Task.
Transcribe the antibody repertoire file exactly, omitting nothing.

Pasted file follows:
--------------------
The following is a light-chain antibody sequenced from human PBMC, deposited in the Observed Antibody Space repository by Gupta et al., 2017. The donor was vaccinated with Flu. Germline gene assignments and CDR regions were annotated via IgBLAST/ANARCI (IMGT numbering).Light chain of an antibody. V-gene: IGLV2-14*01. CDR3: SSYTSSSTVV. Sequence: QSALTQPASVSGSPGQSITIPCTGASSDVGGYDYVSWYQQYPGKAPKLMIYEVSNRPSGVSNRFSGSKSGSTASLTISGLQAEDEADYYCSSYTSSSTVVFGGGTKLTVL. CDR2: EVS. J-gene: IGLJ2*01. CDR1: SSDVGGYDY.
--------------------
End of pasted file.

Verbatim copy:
The following is a light-chain antibody sequenced from human PBMC, deposited in the Observed Antibody Space repository by Gupta et al., 2017. The donor was vaccinated with Flu. Germline gene assignments and CDR regions were annotated via IgBLAST/ANARCI (IMGT numbering).Light chain of an antibody. V-gene: IGLV2-14*01. CDR3: SSYTSSSTVV. Sequence: QSALTQPASVSGSPGQSITIPCTGASSDVGGYDYVSWYQQYPGKAPKLMIYEVSNRPSGVSNRFSGSKSGSTASLTISGLQAEDEADYYCSSYTSSSTVVFGGGTKLTVL. CDR2: EVS. J-gene: IGLJ2*01. CDR1: SSDVGGYDY.